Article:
Cleaning and sanitising food premises and food equipment

Cleaning and sanitising
Cleaning and sanitising

Utensils, equipment and food contact surfaces must be kept in a clean and sanitary condition.

Food businesses must ensure eating and drinking utensils and food contact surfaces of equipment:

  • are clean
  • have had heat and/or chemicals, or other processes applied to them so that the number of microorganisms on the surface or utensil is reduced to a level that does not:
    • compromise the safety of the food with which it may come into contact
    • permit the transmission of infectious disease.

Clean and sanitary premises that comply with the relevant requirements of the Australian New Zealand Food Standards Code can demonstrate to the appropriate enforcement agency that a food business is serious about producing high quality, safe and suitable food.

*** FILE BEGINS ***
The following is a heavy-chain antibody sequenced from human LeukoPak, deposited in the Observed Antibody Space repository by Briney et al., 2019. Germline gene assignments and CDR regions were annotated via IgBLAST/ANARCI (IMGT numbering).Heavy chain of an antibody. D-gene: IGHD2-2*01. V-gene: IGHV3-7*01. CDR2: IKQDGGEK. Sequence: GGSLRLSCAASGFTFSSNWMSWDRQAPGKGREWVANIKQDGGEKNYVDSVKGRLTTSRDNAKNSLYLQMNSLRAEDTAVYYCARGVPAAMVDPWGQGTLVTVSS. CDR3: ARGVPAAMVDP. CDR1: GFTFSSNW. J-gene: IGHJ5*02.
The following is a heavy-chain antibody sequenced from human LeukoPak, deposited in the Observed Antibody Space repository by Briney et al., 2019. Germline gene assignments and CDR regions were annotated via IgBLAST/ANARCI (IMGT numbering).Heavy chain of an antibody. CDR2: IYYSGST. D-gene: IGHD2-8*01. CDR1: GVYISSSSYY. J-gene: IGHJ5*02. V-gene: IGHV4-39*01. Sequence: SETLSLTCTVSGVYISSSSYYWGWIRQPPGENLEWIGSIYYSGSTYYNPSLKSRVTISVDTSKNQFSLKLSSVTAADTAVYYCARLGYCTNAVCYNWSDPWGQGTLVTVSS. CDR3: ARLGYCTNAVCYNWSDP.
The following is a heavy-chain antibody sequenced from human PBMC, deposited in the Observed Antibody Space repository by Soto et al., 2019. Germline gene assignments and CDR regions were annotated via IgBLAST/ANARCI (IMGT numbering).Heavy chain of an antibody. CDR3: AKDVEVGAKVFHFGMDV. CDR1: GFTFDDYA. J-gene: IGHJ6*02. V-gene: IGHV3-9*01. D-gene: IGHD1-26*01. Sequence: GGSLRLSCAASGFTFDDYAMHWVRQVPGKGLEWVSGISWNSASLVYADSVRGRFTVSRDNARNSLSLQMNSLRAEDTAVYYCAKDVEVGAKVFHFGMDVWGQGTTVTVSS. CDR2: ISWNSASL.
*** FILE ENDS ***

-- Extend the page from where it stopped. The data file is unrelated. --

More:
Meeting relevant legislation requirements for cleaning and maintenance is not only important for compliance reasons; it is also beneficial for the success of a food business.

Consumers are now increasingly aware of the requirements of food businesses and the processes needed to produce safe and suitable food.

Not only will consumers question poor food handling and hygiene practices, they are also more likely to return to clean, well maintained premises.

Refer to the Food Safety Standards (external site) of the Australia New Zealand Food Standards Code, specifically:

  • Standard 3.2.2 Food Safety Practices and General Requirements (clause 19 and 20)
  • Standard 3.2.3 Food Premises and Equipment.

The accompanying Safe Food Australia – A Guide to the Food Safety Standards (external site) should also be read. Appendix 4 of the guide provides detailed and descriptive guidance on methods of cleaning and sanitising for food businesses.


Standard 3.1.1 of the Code defines clean as meaning clean to touch and free of extraneous visible matter and objectionable odour.

Standard 3.2.2 of the Code outlines cleanliness as meaning there is no accumulation of:

  • garbage (except in garbage containers)
  • recycled matter (except in containers)
  • food waste
  • dirt
  • grease
  • other visible matter.